It is often said that three years is a sufficient waiting period before grading an NFL team’s draft class.
While that amount of time isn’t gospel, it is a fairly useful metric to determine the success of a draft.
Three years ago, the Baltimore Ravens hauled in a 2010 group of prospects that consisted of seven players. They traded out of the first round, but ended up with two second-round picks.
Let’s take a look at each pick with a grade for each:
Sergio Kindle, Linebacker (Round 2, Pick 43)
The Ravens were able to trade back in the draft and still end up with Kindle, who fell on draft day due to off-field problems, primarily. While the pick at the time appeared to be one of the steals of the second round, it turned out to be one of the worst picks of the entire 2010 draft for any team. He suffered a head injury that prevented him from playing during the 2010 season, and only ended up playing in three games before being released in October of 2012. He recorded just one tackle as a Raven and was never in the mix of being a starting outside linebacker for Baltimore.
Terrence Cody, Defensive Tackle (Round 2, Pick 57)
Like the Kindle pick, the selection of Cody seemed to be great value for the Ravens at the end of the second round. The true nose tackle had a productive career at Alabama and was one of the better defensive tackle prospects in the 2010 draft. However, he’s never proved to be an impactful player in the middle of the Ravens defense, and has only been a full-time starter for one season (2011). He’s been consistent enough to be a regular rotational player, but has never developed into anything noteworthy.
Ed Dickson, Tight End (Round 3, Pick 70)
Based on where he was selected and who was selected after him (Jimmy Graham), Dickson has failed to live up to expectations. He’s proved to be exclusively a receiving tight end, with minimal skills as a blocker. Essentially he has almost become more of a slot receiver than a tight end; however, that’s also a result of the Ravens’ current offensive scheme. After a 54-catch season in 2011, Dickson regressed in 2012, catching just 21 passes. He’s struggled with drop problems and it appears he has reached his potential. Still, offensive coordinator Jim Caldwell has a full offseason to incorporate Dickson more into the game plan as a receiver, so the jury may still be out on his future. For now, he’s been nothing more than a complementary player who hasn’t necessarily lived up to his third-round label.
Dennis Pitta, Tight End (Round 4, Pick 114)
The Ravens double-dipped on tight ends in the 2010 draft, and so far, Pitta has undoubtedly been the better of the two tight ends taken. Like Dickson, he hasn’t amounted to much as a blocker, but as a receiver, Pitta proved to be one of quarterback Joe Flacco’s favorite targets in 2012. After a 2010 season that resulted in just one catch for Pitta, he managed to catch 40 passes in 2011 and 61 in 2012. If he builds on his successful 2012 campaign, Pitta could turn out to be one of the better receiving tight ends in the NFL.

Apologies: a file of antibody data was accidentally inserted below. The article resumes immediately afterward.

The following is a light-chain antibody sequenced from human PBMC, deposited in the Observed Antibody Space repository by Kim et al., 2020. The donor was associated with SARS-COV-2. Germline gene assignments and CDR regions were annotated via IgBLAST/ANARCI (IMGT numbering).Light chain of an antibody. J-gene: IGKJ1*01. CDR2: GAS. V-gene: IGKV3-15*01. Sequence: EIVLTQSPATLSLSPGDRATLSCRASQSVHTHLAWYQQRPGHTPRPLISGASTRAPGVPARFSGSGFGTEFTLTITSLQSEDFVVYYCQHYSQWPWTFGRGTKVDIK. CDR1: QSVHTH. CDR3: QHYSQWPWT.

David Reed, Wide Receiver (Round 5, Pick 156)
When Baltimore selected him, there were expectations for Reed to possibly become a staple as a rotational fourth or fifth receiver for the team. Instead, he quickly found his niche on special teams, where he has excelled. He averaged 29.5 yards per kick return over his first two seasons, and when he was healthy in 2012, he was one of the best gunners for the Ravens on primarily the punt coverage team. So far, he’s still infamous for his fumble debacle in Seattle in 2011, but overall, he’s developed into a fairly successful special teams ace.
Arthur Jones, Defensive Tackle (Round 5, Pick 157)
In terms of value, this may be the Ravens’ best pick of the 2010 draft. Jones spent the 2010 season primarily on the sideline, being activated for just two games. However, in 2011 he was active for 14 games and in 2012 he finally developed into a well-balanced lineman with underrated pass rushing skills. He played in every game for the Ravens in 2012, and recorded 4.5 sacks during the regular season. He showed his true potential last season, and it appears that he’s primed for a long, successful career in Baltimore.
Ramon Harewood, Offensive Lineman (Round 6, Pick 194)
Using a late-round pick on a project player is something the Ravens do on occasion, and that’s exactly what they did with Harewood. After spending time developing and recovering from injuries during his first two seasons, he cracked the starting lineup for the Ravens in 2012. He started five games and played in six games; however, that’s been the highlight of his career so far. He doesn’t appear to be capable of being a full-time starter in the NFL, with “versatile backup” being his role for now.